Easter and Spring Break signal the coming of warmer weather and summer fun. Some things you can do to prepare your canine and feline companions for fun in the sun.
If your pets have long hair or thick coats that you had let go "au naturale" through the winter, it may be time for them to visit a good groomer. Depending on the breeds and lifestyles, an appropriate trim will keep your pets comfortable and safe as they mingle at the local dog parks or beaches.
Although we recommend year round parasite control in Southern California, some people do stop using preventatives over the cooler winter months. Restart flea control and be prepare for the warmer summer days. Even if your companions spend most of their time indoors, they bound to pick up fleas on their walks -- and bring them back to your home to multiply. Fleas can give your pets more than just itchiness. Products such as Sentinel also takes care of heartworm and intestinal parasites, e.g. whipworms and roundworms.
This 2008 chart has a good summary of the different flea control products available. Some recent notable changes to that chart include: Advantage II replacing Advantage; upcoming discontinuation of Promeris; and introduction of generic fipronil products. The wide array of flea control products can be confusing. Advantage, Frontline Plus, Sentinel/Program and/or Comfortis are often used for our patients --- it all depends on the pet's lifestyle and client's preference. If you are not familiar with the flea control products, please consult your family veterinarian.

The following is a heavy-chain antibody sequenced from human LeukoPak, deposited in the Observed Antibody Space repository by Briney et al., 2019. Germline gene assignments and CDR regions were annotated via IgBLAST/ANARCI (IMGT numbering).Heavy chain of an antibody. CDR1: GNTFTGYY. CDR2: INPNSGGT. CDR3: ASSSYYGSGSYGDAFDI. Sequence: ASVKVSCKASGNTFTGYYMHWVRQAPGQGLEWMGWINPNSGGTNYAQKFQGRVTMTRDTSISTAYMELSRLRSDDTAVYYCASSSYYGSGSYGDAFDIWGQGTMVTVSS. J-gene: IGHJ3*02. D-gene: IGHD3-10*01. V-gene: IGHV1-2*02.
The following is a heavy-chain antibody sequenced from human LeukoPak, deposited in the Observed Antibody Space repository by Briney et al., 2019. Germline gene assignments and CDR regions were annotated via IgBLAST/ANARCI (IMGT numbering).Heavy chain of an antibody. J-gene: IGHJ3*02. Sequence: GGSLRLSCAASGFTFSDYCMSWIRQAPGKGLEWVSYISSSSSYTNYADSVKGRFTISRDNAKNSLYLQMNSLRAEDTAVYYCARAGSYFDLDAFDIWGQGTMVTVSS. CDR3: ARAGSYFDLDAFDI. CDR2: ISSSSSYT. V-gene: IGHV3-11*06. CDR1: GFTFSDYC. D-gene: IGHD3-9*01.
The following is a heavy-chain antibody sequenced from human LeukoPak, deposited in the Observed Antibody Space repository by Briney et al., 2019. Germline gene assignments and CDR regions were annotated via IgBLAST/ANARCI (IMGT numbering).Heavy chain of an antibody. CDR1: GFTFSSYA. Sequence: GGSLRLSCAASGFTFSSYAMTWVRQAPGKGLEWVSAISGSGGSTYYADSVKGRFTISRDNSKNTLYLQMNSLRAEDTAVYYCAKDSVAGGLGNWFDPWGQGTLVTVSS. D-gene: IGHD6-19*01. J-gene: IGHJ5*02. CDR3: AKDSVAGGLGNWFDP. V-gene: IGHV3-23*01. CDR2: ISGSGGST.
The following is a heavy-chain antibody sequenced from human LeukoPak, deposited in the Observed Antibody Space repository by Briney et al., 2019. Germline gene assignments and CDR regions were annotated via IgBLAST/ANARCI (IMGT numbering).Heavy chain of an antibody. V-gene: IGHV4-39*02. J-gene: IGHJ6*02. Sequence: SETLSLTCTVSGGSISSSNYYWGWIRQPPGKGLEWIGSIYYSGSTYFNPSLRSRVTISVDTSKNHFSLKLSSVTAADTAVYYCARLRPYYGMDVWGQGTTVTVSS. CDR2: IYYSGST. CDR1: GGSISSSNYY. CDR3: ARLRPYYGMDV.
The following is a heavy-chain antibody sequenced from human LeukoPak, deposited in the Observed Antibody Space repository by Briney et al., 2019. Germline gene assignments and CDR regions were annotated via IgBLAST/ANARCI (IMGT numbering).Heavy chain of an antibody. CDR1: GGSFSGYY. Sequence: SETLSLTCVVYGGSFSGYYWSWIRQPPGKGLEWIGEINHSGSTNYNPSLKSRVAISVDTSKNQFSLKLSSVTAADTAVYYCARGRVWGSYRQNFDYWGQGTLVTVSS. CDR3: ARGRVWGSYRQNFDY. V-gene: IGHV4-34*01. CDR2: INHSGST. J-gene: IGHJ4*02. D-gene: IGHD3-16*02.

General Physical Exam
You do not have to wait for your pets to be sick before taking them in for a physical exam and consultation with your family veterinarian. A wellness visit, especially if one has not been done within a year (or 6 months for seniors and pets with chronic medical conditions), is a great time to go over preventative health care and general concerns.
This is also the perfect opportunity to discuss any noise and fireworks phobias with your veterinarian. July 4th is not that far away. Starting early on behavior modification may help us avoid drugs (i.e. tranquilizers) during the festivities.
Vaccinations for boarding requirements are usually best done at least 2 weeks before checking your pets into pet lodges. If you have travel plans for the summer, discuss vaccine requirements with your veterinarian to ensure a safe boarding experience for your pets.
Spring Blooms and Summer Heat
Warm weather dangers deserve a separate article. Briefly, though, as we enjoy Spring and get ready for Summer, please remember:
* Heat Risks: Limit dog exercise to cooler times of the day. Do not leave unattended pets in parked cars.
* Gardening Risks: Check with the ASPCA's Animal Poison Control Center to be sure your plants are pet-safe.
Certain diseases are more prevalent in some regions than others, i.e. heartworm and Lyme disease. Please consult your family veterinarian for specifics in your area.